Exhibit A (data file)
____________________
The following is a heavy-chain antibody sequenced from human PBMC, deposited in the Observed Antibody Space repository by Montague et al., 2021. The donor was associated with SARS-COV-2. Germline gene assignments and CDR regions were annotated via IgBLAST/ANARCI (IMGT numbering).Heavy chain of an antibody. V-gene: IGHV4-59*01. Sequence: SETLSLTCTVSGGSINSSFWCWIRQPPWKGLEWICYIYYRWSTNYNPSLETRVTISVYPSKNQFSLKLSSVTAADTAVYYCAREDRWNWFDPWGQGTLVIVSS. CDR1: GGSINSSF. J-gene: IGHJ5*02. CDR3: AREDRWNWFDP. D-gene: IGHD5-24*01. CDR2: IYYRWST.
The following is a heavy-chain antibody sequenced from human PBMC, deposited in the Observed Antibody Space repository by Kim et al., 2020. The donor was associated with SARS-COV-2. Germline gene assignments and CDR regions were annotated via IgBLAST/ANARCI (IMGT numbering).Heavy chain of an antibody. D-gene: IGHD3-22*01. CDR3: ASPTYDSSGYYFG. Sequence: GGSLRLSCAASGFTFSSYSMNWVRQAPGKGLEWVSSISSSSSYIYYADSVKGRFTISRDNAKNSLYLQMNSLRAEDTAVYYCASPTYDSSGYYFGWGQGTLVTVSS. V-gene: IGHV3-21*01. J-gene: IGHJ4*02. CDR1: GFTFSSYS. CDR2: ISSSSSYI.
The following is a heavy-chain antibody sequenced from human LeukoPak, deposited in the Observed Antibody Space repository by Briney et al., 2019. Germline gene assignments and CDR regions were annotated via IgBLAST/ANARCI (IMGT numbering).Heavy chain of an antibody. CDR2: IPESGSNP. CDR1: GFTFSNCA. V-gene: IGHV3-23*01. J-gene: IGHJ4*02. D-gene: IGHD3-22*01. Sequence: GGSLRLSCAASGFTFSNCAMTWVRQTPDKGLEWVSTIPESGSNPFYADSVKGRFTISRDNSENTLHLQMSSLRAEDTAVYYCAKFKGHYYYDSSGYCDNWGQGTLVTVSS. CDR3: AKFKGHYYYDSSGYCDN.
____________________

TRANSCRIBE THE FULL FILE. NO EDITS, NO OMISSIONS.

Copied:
The following is a heavy-chain antibody sequenced from human PBMC, deposited in the Observed Antibody Space repository by Montague et al., 2021. The donor was associated with SARS-COV-2. Germline gene assignments and CDR regions were annotated via IgBLAST/ANARCI (IMGT numbering).Heavy chain of an antibody. V-gene: IGHV4-59*01. Sequence: SETLSLTCTVSGGSINSSFWCWIRQPPWKGLEWICYIYYRWSTNYNPSLETRVTISVYPSKNQFSLKLSSVTAADTAVYYCAREDRWNWFDPWGQGTLVIVSS. CDR1: GGSINSSF. J-gene: IGHJ5*02. CDR3: AREDRWNWFDP. D-gene: IGHD5-24*01. CDR2: IYYRWST.
The following is a heavy-chain antibody sequenced from human PBMC, deposited in the Observed Antibody Space repository by Kim et al., 2020. The donor was associated with SARS-COV-2. Germline gene assignments and CDR regions were annotated via IgBLAST/ANARCI (IMGT numbering).Heavy chain of an antibody. D-gene: IGHD3-22*01. CDR3: ASPTYDSSGYYFG. Sequence: GGSLRLSCAASGFTFSSYSMNWVRQAPGKGLEWVSSISSSSSYIYYADSVKGRFTISRDNAKNSLYLQMNSLRAEDTAVYYCASPTYDSSGYYFGWGQGTLVTVSS. V-gene: IGHV3-21*01. J-gene: IGHJ4*02. CDR1: GFTFSSYS. CDR2: ISSSSSYI.
The following is a heavy-chain antibody sequenced from human LeukoPak, deposited in the Observed Antibody Space repository by Briney et al., 2019. Germline gene assignments and CDR regions were annotated via IgBLAST/ANARCI (IMGT numbering).Heavy chain of an antibody. CDR2: IPESGSNP. CDR1: GFTFSNCA. V-gene: IGHV3-23*01. J-gene: IGHJ4*02. D-gene: IGHD3-22*01. Sequence: GGSLRLSCAASGFTFSNCAMTWVRQTPDKGLEWVSTIPESGSNPFYADSVKGRFTISRDNSENTLHLQMSSLRAEDTAVYYCAKFKGHYYYDSSGYCDNWGQGTLVTVSS. CDR3: AKFKGHYYYDSSGYCDN.